Pascua-Lama is a gold mine, but in truth it is another precious resource—water—that has shaped its story. Water is an emotional issue in the Atacama, the driest desert on Earth. The mine sits atop a mountain covered in pale brown dirt, with barely a shrub on its steep sides. But two fast streams run down from the peak, feeding into the wide, shallow ribbon of the Huasco River, which winds agate-green along the valley floor. In a monochromic landscape, the area around the town of Alto del Carmen, in the heart of the valley, can seem like a mirage. The ribbon of trees and feathery grasses that line the riverbanks, the blocks of grapevines and fruit trees, are all hard to credit in the otherwise forsaken landscape. Water is treasured here, imbued with spiritual significance by the indigenous people, and shared through elaborate and age-old community schemes.
But gold mining is a water-intensive industry, reliant on chemicals including cyanide that can end up lacing a mine’s waste water. To obtain its permit, Barrick had to demonstrate how it would keep that water safe: by processing on the Argentine side, where water scarcity was less of an issue; by building a canal system to divert glacial runoff, groundwater and precipitation around the pit and slag heap, keeping the water free of any of the natural acidity in the rock; by extracting ore in a closed-loop process that would destroy cyanide. Any water (whether precipitation or groundwater) that did come into contact with the mine would be treated before being used in mining operations. But Barrick’s glossy brochures explaining all this don’t seem to have reassured many people in the valley. From the outset, they worried that the river might be poisoned, or run dry.
It was Barrick’s bad luck to be trying to put a gold mine in a place where most people didn’t have a lot of money—and didn’t much care. People who live in Alto del Carmen, in simple one-storey houses, with a lone café facing the church across a shady town square, think of it as a rare and special place. In other environments where Barrick has built or operated mines—in the mountains of Peru, for example, or rural Tanzania—it has found a population hungry for jobs and anything else the company promises. In Alto del Carmen, people were glad to have the new opportunities that might come with the mine—but not at the cost of their current way of life, or their water. “People here have a strong relationship with their land—the people don’t want to work in mining, they work their land,” explains Jorge Villar, the town’s administrator. A former finance manager, he moved to the valley a few years ago, drawn by its hypnotic landscape and the peaceful life it offered. In Pascua-Lama, he saw potential jobs and revenue for the town. But most of his new neighbours, he soon realized, did not. “They’re not interested in the mining company offering them big salaries. Because if you change their way of life and their environment, what are they going to offer their children and their grandchildren?”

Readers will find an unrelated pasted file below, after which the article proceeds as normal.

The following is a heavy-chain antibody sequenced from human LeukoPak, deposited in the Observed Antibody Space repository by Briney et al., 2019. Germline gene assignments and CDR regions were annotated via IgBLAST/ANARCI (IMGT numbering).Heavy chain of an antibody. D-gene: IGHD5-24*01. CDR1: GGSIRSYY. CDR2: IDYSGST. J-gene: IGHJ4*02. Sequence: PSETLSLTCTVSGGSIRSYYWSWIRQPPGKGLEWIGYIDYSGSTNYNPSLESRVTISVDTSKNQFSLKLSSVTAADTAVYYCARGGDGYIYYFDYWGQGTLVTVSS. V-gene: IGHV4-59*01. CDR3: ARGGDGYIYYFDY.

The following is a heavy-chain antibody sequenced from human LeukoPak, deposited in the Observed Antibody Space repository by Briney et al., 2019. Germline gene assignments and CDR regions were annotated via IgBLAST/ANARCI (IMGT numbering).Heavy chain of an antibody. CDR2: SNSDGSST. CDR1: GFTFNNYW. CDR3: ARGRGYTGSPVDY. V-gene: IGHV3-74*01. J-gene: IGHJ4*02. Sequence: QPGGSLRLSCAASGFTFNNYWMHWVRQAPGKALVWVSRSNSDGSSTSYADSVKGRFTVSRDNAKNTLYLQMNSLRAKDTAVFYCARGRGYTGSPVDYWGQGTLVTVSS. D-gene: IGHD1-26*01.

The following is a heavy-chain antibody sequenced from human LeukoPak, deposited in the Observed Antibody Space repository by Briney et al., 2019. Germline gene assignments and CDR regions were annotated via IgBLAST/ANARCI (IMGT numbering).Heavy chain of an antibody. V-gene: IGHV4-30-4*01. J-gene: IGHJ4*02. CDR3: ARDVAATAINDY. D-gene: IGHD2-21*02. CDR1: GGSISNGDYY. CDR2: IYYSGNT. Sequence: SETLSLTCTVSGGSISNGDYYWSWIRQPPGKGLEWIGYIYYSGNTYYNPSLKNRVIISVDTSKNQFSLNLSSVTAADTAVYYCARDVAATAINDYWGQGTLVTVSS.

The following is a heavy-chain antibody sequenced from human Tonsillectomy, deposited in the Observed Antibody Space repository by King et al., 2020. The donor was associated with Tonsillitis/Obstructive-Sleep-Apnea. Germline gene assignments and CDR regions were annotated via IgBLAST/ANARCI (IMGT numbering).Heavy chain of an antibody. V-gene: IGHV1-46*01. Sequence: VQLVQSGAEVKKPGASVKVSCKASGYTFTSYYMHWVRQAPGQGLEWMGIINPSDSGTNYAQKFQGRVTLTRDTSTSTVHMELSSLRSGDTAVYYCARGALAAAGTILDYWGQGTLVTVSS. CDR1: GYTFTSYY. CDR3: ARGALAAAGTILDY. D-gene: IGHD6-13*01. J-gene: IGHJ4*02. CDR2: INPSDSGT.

How you close such a mine is beyond me.